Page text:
Jesús Egido: “Construction will not be fully automated as there will be a need for human intervention in development or planning. There will be a tandem in which machines will carry out a large part of the most dangerous, repetitive tasks or those that people do not want to carry out, with the rest of the tasks being carried out by people”.

Luis Amorim: “I can see a lot more automation, and offsite manufacture. Sites becoming more and more, places where we assemble instead of building. High skilled jobs that have the potential to attract again the new generations to the sector. Because the more efficient the automated systems become, the more crucial the human contribution of the operators. Humans will be less involved, but their involvement becomes more critical. This is called the paradox of automation. “

“The advancement of the different technologies we know today (Artificial Intelligence, 3D Printing, Big Data, sensors…) will continue to grow exponentially and the construction industry will finally embrace technology to bring out its full potential, everything is ready for the construction site of the future to be based on many semi-automated processes, relying on robots with 5G connectivity and other technologies.”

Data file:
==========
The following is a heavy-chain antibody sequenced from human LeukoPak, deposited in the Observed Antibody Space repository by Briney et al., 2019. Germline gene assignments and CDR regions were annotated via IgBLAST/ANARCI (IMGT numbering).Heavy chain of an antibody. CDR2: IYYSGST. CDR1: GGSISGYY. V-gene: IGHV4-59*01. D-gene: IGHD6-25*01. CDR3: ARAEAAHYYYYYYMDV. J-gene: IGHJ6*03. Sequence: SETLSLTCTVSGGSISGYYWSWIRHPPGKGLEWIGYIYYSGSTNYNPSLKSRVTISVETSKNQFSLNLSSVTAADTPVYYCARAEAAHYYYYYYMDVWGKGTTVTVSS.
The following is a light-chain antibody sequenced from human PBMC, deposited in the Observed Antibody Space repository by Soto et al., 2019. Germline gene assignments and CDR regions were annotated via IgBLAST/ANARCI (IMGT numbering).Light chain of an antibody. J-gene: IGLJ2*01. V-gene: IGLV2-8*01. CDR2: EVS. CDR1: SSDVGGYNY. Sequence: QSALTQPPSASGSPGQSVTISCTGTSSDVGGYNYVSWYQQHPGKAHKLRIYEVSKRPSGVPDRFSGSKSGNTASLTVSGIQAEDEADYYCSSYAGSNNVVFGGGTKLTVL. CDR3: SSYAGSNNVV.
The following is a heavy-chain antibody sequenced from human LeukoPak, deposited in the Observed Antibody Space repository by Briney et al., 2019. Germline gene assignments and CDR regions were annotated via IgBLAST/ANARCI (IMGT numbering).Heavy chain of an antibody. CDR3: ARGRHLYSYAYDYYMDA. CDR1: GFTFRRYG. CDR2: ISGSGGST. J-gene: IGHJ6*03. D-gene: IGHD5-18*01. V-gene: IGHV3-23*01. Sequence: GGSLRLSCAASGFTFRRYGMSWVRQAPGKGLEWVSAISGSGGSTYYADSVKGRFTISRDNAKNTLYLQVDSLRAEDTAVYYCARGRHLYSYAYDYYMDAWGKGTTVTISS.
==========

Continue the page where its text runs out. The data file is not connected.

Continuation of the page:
Raquel Marco: “Whatever the construction of the future looks like, I am confident that it will be based on sustainability. I think there will be a boom in the automation of processes, and this will be positive because there are many tasks that can undoubtedly be carried out by machines. If so, humans will be able to focus on something that only we can do: taking care of this world we inhabit. I believe that the world of construction will take a leap towards a commitment to the planet, and we will take advantage of the rise of autonomous machines to be able to optimise all processes taking into account sustainability, and that there is only one planet. I know this may seem contradictory, but in the future: the world of construction will also take care of our planet Earth”.